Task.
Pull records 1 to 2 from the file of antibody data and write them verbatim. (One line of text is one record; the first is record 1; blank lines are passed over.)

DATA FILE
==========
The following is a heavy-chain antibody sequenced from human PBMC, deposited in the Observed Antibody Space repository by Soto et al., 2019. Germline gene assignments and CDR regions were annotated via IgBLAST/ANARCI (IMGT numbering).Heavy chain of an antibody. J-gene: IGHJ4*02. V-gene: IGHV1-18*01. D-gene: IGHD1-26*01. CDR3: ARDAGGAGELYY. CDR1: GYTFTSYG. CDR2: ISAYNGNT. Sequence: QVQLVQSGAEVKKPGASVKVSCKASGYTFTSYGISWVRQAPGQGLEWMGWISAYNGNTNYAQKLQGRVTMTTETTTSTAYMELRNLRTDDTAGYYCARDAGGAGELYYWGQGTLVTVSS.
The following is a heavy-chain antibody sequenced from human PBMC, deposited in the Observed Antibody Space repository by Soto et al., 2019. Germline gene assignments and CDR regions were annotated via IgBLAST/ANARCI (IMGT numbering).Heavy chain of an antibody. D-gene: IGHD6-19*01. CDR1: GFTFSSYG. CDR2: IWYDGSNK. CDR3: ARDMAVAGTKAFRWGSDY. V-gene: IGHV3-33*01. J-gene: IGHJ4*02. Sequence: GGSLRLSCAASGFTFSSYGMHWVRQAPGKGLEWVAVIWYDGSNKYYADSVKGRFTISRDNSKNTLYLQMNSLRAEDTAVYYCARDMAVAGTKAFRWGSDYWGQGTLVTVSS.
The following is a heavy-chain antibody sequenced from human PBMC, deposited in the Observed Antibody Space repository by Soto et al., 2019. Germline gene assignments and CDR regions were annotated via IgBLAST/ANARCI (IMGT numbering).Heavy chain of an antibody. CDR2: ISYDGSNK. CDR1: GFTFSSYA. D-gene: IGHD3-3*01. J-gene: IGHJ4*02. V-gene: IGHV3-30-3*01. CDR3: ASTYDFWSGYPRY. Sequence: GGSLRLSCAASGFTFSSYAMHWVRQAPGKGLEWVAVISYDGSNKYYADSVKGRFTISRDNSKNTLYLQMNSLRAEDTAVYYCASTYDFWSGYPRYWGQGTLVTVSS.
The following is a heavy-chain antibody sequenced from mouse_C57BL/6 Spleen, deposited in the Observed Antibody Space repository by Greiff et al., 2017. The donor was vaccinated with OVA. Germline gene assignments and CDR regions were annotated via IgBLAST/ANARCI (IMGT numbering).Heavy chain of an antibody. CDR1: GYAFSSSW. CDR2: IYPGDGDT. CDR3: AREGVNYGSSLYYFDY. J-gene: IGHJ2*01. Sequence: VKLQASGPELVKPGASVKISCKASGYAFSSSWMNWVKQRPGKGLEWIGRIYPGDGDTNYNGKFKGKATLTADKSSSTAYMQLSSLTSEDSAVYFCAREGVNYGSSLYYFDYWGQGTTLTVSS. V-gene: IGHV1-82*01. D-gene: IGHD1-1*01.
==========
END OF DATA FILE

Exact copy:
The following is a heavy-chain antibody sequenced from human PBMC, deposited in the Observed Antibody Space repository by Soto et al., 2019. Germline gene assignments and CDR regions were annotated via IgBLAST/ANARCI (IMGT numbering).Heavy chain of an antibody. J-gene: IGHJ4*02. V-gene: IGHV1-18*01. D-gene: IGHD1-26*01. CDR3: ARDAGGAGELYY. CDR1: GYTFTSYG. CDR2: ISAYNGNT. Sequence: QVQLVQSGAEVKKPGASVKVSCKASGYTFTSYGISWVRQAPGQGLEWMGWISAYNGNTNYAQKLQGRVTMTTETTTSTAYMELRNLRTDDTAGYYCARDAGGAGELYYWGQGTLVTVSS.
The following is a heavy-chain antibody sequenced from human PBMC, deposited in the Observed Antibody Space repository by Soto et al., 2019. Germline gene assignments and CDR regions were annotated via IgBLAST/ANARCI (IMGT numbering).Heavy chain of an antibody. D-gene: IGHD6-19*01. CDR1: GFTFSSYG. CDR2: IWYDGSNK. CDR3: ARDMAVAGTKAFRWGSDY. V-gene: IGHV3-33*01. J-gene: IGHJ4*02. Sequence: GGSLRLSCAASGFTFSSYGMHWVRQAPGKGLEWVAVIWYDGSNKYYADSVKGRFTISRDNSKNTLYLQMNSLRAEDTAVYYCARDMAVAGTKAFRWGSDYWGQGTLVTVSS.